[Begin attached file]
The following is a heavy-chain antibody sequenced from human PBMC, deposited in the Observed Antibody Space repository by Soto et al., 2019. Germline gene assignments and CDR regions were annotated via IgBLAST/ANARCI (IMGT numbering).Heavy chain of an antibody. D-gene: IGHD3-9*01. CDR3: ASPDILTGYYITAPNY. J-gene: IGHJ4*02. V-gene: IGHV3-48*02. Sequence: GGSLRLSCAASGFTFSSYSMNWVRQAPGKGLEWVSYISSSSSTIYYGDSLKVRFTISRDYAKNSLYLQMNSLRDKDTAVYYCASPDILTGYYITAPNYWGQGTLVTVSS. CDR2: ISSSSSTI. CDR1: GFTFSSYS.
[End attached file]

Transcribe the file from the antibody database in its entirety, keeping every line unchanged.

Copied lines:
The following is a heavy-chain antibody sequenced from human PBMC, deposited in the Observed Antibody Space repository by Soto et al., 2019. Germline gene assignments and CDR regions were annotated via IgBLAST/ANARCI (IMGT numbering).Heavy chain of an antibody. D-gene: IGHD3-9*01. CDR3: ASPDILTGYYITAPNY. J-gene: IGHJ4*02. V-gene: IGHV3-48*02. Sequence: GGSLRLSCAASGFTFSSYSMNWVRQAPGKGLEWVSYISSSSSTIYYGDSLKVRFTISRDYAKNSLYLQMNSLRDKDTAVYYCASPDILTGYYITAPNYWGQGTLVTVSS. CDR2: ISSSSSTI. CDR1: GFTFSSYS.